glossary - g
Gamma knife surgery – a relatively new type of surgery that uses gamma radiation to destroy very specific areas of the brain such as an epileptic focus. Unlike other forms of epilepsy surgery, gamma knife does not involve opening the skull to reach the brain.
Gelastic seizures – seizures that start with the person looking like they are smiling or laughing. These seizures are more common in children and young people than in adults.
Generalised seizures – seizures that happen in, and affect, the both sides of the brain from the start. There are many different types of generalised seizures but they all involve the person becoming unconscious, even just for a few seconds, and they won't remember the seizure itself. The most well-known generalised seizure is the tonic clonic (convulsive) seizure.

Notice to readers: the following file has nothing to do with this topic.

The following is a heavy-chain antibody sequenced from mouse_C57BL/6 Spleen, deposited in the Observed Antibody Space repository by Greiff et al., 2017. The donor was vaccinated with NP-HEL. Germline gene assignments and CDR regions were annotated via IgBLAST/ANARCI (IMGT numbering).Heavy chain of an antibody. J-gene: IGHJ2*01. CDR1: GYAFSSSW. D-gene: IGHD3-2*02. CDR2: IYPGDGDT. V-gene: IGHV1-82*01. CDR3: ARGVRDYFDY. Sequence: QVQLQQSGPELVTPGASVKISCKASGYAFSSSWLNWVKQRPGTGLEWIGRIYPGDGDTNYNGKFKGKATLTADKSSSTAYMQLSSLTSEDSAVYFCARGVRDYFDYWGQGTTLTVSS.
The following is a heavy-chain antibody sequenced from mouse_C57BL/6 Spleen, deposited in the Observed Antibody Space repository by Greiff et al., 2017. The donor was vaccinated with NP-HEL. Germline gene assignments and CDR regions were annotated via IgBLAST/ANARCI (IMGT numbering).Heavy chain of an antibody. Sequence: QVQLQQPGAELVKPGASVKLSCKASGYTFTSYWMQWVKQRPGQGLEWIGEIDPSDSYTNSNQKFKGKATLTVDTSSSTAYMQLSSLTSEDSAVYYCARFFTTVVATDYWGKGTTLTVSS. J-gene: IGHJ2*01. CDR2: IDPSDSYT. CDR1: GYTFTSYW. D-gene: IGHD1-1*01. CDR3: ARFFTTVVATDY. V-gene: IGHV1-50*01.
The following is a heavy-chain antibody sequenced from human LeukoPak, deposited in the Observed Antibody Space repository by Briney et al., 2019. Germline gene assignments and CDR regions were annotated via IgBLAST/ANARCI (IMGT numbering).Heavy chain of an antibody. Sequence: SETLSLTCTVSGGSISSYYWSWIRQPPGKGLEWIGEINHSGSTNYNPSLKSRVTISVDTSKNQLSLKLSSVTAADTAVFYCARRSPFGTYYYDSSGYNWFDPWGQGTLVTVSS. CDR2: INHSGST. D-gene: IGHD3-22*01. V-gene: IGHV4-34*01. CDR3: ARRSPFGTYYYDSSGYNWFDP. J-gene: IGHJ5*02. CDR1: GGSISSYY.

Generic name – the name of a drug that tells you what the active ingredient is (the chemical in the drug that makes it work). All drugs with the same generic name have the same active ingredient. Generic AEDs include sodium valproate and carbamazepine. See brand name.
Genetic – the information in the DNA in our cells that controls our characteristics, for example hair colour, sex and height.
Grand mal – another name for tonic clonic seizure. It means ‘big illness’ and does not describe what happens during the seizure: we tend not to use this term anymore.
Gyri – 'peaks' in the surface of the cerebrum.